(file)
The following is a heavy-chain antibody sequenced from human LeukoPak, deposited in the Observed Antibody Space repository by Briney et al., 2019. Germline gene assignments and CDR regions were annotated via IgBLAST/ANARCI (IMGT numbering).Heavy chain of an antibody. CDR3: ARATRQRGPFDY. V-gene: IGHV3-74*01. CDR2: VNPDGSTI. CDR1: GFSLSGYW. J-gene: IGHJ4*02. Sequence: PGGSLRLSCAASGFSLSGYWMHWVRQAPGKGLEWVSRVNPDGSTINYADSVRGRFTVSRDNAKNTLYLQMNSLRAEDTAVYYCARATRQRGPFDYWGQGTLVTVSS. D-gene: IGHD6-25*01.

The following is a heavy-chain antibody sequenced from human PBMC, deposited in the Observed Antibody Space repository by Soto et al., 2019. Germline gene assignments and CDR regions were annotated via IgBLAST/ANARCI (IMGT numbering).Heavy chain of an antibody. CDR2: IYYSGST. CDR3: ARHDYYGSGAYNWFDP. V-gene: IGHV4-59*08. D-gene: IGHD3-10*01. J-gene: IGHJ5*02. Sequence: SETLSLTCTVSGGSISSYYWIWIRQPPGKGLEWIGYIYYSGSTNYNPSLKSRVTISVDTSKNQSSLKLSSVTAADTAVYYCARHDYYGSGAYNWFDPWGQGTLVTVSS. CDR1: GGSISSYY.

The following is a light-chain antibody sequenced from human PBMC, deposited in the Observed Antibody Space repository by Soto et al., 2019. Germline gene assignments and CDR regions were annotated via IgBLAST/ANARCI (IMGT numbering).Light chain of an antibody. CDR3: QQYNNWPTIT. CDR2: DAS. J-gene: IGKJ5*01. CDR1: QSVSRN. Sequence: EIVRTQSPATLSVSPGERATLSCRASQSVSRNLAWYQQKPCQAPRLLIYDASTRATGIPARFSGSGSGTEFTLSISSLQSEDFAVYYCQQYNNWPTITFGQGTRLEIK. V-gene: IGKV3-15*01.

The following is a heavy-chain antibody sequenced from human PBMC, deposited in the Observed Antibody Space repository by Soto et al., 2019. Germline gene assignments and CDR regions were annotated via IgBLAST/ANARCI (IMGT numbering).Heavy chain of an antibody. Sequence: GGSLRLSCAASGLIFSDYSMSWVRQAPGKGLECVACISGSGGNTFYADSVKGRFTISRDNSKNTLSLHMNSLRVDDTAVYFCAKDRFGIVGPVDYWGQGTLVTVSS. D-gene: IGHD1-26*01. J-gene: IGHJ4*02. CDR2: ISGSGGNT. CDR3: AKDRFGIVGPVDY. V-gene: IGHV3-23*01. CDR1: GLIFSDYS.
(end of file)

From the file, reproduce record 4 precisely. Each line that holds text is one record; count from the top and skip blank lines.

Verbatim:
The following is a heavy-chain antibody sequenced from human PBMC, deposited in the Observed Antibody Space repository by Soto et al., 2019. Germline gene assignments and CDR regions were annotated via IgBLAST/ANARCI (IMGT numbering).Heavy chain of an antibody. Sequence: GGSLRLSCAASGLIFSDYSMSWVRQAPGKGLECVACISGSGGNTFYADSVKGRFTISRDNSKNTLSLHMNSLRVDDTAVYFCAKDRFGIVGPVDYWGQGTLVTVSS. D-gene: IGHD1-26*01. J-gene: IGHJ4*02. CDR2: ISGSGGNT. CDR3: AKDRFGIVGPVDY. V-gene: IGHV3-23*01. CDR1: GLIFSDYS.